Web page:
Monday, March 26, 2012

OWS, Union Square, Hoodies and America's Gun Laws

On Wednesday, March 21, 2012, New York City’s Union Square was the site of the “Million Hoodie March.”   This was a gathering to protest the death of Trayvon Martin, a young, unarmed black teenager shot and killed in Florida by an undisciplined and overzealous neighborhood watch captain named George Zimmerman.   I attended the demonstration for a bit over an hour at its beginning, documenting it in the following photographs.

Million Hoodie March, Union Square, March 21, 2012

Million Hoodie March, Union Square, March 21, 2012

Because Trayvon was wearing a hooded sweatshirt when he was shot, demonstrations all over the country are being referred to as “Million Hoodie Marches.” 

This gathering took place at the southern end of Union Square, in New York City, just below the equestrian statue of George Washington.  This sculpture, installed on June 5, 1856, is the oldest sculpture in the large collection belonging to the New York City Parks.   It was designed by Henry Kirke Brown, who had intended it to show Washington as he reclaimed New York from the British in 1783.   Following the Roman tradition, as in the famous Marcus Aurelius on Rome’s Capitoline Hill, Brown’s George Washington sits erect on his horse while giving the sign of benediction.

Better known today than Brown was his assistant in making this statue, John Quincy Adams Ward. Also, the elegant, granite base of his statue was designed by the even more famous American architect, Richard Upjohn.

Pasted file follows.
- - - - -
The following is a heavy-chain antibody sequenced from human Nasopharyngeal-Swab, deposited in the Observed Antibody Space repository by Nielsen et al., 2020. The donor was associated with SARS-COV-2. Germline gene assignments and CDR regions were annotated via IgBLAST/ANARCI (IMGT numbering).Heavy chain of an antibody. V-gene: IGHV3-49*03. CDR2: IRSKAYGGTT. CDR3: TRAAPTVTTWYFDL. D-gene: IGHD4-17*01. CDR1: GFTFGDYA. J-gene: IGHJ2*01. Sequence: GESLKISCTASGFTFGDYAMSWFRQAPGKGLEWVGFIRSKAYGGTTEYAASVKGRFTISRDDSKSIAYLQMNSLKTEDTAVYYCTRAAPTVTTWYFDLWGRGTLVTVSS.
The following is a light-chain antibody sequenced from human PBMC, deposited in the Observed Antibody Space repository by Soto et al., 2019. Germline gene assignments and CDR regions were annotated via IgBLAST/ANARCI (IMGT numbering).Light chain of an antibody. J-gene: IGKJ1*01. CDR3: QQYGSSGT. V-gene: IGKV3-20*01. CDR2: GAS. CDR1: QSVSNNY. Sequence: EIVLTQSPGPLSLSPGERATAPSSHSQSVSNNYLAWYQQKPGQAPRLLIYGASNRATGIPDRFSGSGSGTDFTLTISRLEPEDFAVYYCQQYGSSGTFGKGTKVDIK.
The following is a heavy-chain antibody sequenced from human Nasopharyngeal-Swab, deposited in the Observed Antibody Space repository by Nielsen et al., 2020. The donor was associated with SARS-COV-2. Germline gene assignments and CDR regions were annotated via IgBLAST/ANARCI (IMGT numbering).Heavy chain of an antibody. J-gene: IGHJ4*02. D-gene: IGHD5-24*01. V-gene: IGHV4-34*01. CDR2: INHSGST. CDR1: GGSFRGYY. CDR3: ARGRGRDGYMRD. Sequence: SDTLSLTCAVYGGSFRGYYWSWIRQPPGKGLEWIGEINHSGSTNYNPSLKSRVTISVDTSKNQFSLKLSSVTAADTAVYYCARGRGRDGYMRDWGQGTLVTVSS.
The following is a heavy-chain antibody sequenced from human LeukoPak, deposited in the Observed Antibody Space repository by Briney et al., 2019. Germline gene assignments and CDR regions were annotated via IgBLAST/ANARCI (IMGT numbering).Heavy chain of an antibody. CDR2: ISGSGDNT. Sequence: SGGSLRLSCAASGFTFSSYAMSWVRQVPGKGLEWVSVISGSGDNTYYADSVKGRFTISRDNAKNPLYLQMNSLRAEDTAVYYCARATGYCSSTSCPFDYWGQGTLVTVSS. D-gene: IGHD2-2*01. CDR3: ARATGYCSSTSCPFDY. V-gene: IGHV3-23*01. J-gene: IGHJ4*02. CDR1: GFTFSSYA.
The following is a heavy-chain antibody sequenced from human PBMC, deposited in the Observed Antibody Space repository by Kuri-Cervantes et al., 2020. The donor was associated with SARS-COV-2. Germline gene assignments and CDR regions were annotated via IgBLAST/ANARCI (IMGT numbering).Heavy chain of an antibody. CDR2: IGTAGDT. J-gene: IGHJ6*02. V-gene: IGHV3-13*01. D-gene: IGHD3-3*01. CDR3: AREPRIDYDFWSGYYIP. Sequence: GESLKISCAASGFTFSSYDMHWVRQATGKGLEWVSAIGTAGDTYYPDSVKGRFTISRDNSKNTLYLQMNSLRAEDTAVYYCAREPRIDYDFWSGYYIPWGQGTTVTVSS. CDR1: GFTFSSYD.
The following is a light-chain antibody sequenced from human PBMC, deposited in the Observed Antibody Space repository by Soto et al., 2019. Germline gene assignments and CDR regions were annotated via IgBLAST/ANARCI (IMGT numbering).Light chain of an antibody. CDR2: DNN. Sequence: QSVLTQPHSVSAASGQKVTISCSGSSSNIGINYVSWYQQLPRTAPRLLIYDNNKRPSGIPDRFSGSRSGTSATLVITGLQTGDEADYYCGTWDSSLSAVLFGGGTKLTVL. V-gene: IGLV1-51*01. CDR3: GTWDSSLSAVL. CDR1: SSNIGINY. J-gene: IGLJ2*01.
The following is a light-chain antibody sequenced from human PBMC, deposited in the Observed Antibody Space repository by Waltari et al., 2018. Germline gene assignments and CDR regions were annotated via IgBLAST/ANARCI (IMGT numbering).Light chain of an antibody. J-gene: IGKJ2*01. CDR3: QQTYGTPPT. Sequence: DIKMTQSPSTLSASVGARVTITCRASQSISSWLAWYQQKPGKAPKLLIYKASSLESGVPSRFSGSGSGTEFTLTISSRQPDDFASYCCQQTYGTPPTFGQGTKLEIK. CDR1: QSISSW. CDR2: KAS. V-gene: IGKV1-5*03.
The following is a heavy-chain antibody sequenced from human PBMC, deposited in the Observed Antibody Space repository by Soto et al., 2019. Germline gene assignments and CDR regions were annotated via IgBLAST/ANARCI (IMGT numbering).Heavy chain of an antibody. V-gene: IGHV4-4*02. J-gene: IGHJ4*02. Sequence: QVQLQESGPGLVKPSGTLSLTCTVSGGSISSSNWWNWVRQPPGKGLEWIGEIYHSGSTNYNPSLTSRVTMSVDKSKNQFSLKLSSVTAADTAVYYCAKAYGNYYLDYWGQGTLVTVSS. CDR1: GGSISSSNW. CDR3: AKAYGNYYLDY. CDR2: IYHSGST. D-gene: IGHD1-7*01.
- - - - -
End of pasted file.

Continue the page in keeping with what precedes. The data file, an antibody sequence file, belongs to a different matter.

It is fitting that Washington presides over demonstrations such as this, as it was public unrest--most notably, Shays Rebellion--that brought him out of retirement, re-entering politics, and becoming our first president.



Occupy Wall Street, Union Square,  Direct Action Working Group,  March 21, 2012

Upon emerging up into Union Square from the subway,  I first encountered a group of OWS activists. They were seated in a large circle on the southwest side of the square, just east of the Gandhi statue. They were here because they had been driven from Zuccotti Park five days earlier, when they tried to re-establish their old base in celebration of the six-month anniversary of the OWS movement. The circle constitutes their direct action working group; it is in these gatherings that they discuss issues and agree on future actions.

Historically, Union Square, long known as the “Speaker’s Corner,” has been the focus of many a political demonstration, from patriotic rallies, beginning with the fall of Fort Sumter in 1861 and workers’ parades, such as the first Labor Day Parade in 1882, to a demonstration against unemployment in the spring of 1830 that resulted in a hundred injuries when police prevented protestors from marching down to City Hall.

Given this history, it is not so unusual to encounter two demonstrations in this important city node.  From here, I joined the nearby demonstration in commemoration of Trayvon Martin’s life and condemnation of his murder.  This took place in the very large open plaza at the very south end of the square.



Million Hoodie March, Union Square,  March 21, 2012

The crowd that gathered for the “Million Hoodie March” would grow eventually to over 5,000 people, and already it had swollen to fill most of the open plaza.  Before the speeches began, the demonstrators repetitively chanted statements such as: “We are the one;” “Justice now;” “Do not kill my son/ my brother/ my people/ my children/ my friends.”